“A writer’s job is to tell the truth,” said Hemingway in 1942. No other writer of our time had so fiercely asserted, so pugnaciously defended or so consistently exemplified the writer’s obligation to speak truly. His standard of truth-telling remained, moreover, so high and so rigorous that he was ordinarily unwilling to admit secondary evidence, whether literary evidence or evidence picked up from other sources than his own experience. “I only know what I have seen,” was a statement which came often to his lips and pen. What he had personally done, or what he knew unforgettably by having gone through one version of it, was what he was interested in telling about. This is not to say that he refused to invent freely. But he always made it a sacrosanct point to invent in terms of what he actually knew from having been there.
The primary intent of his writing, from first to last, was to seize and project for the reader what he often called “the way it was.” This is a characteristically simple phrase for a concept of extraordinary complexity, and Hemingway’s conception of its meaning subtly changed several times in the course of his career—always in the direction of greater complexity. At the core of the concept, however, one can invariably discern the operation of three aesthetic instruments: the sense of place, the sense of fact, and the sense of scene.
The first of these, obviously a strong passion with Hemingway, is the sense of place. “Unless you have geography, background,” he once told George Antheil, “you have nothing.” You have, that is to say, a dramatic vacuum. Few writers have been more place-conscious. Few have so carefully charted out the geographical ground work of their novels while managing to keep background so conspicuously unobtrusive. Few, accordingly, have been able to record more economically and graphically the way it is when you walk through the streets of Paris in search of breakfast at a corner café . . . Or when, at around six o’clock of a Spanish dawn, you watch the bulls running from the corrals at the Puerta Rochapea through the streets of Pamplona towards the bullring.
“When I woke it was the sound of the rocket exploding that announced the release of the bulls from the corrals at the edge of town. Down below the narrow street was empty. All the balconies were crowded with people. Suddenly a crowd came down the street. They were all running, packed close together. They passed along and up the street toward the bullring and behind them came more men running faster, and then some stragglers who were really running. Behind them was a little bare space, and then the bulls, galloping, tossing their heads up and down. It all went out of sight around the corner. One man fell, rolled to the gutter, and lay quiet. But the bulls went right on and did not notice him. They were all running together.”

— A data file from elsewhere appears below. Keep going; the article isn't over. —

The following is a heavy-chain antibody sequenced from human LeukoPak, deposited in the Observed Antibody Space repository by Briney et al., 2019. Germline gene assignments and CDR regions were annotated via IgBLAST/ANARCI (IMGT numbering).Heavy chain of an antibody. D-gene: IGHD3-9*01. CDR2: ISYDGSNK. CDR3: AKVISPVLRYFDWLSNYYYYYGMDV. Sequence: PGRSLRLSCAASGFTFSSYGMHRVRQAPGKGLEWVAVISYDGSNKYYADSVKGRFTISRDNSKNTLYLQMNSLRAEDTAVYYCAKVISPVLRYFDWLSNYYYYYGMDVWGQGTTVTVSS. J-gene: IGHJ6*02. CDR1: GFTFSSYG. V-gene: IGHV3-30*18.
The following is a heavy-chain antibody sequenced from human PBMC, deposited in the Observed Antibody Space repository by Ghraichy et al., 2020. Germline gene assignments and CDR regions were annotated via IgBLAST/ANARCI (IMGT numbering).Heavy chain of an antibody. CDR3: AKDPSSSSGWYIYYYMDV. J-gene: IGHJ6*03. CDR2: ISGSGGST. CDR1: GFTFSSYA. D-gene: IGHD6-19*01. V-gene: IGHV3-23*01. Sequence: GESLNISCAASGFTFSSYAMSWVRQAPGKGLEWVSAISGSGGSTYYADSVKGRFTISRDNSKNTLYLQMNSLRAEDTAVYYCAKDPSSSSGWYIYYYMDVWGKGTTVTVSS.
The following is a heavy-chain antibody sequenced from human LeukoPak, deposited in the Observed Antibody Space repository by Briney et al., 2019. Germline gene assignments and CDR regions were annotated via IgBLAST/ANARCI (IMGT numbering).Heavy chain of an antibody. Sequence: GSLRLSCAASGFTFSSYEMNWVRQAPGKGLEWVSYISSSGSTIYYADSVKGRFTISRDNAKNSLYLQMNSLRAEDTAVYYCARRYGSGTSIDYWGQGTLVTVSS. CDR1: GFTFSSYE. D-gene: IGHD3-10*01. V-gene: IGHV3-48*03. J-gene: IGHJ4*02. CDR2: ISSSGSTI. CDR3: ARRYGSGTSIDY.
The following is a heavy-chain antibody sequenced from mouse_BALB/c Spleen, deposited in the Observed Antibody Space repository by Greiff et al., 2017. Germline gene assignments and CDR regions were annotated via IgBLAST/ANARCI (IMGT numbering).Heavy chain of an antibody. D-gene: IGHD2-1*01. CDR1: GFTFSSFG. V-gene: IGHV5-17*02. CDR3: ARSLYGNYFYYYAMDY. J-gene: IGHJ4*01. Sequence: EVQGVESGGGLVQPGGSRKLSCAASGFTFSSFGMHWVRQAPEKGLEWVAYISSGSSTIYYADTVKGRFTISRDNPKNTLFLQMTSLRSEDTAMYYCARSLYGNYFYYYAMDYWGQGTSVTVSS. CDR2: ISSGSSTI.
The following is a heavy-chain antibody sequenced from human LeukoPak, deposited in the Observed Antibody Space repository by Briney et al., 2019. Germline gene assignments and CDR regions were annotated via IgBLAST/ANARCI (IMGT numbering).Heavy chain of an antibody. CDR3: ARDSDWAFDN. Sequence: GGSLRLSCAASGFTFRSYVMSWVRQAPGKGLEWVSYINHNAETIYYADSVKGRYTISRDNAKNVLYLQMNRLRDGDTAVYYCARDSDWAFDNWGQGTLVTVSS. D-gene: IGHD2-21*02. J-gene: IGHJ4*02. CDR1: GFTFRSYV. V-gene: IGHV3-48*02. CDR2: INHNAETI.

This landscape is as morning-fresh as a design in India ink on clean white paper. First is the bare white street, seen from above, quiet and empty. Then one sees the first packed clot of runners. Behind these are the thinner ranks of those who move faster because they are closer to the bulls. Then the almost comic stragglers, who are “really running.” Brilliantly behind these shines the “little bare space,” a desperate margin for error. Then the clot of running bulls—closing the design, except of course for the man in the gutter making himself, like the designer’s initials, as inconspicuous as possible.
From the passage, one can assume that which of the following statements would best describe Hemingway’s attitude toward knowledge?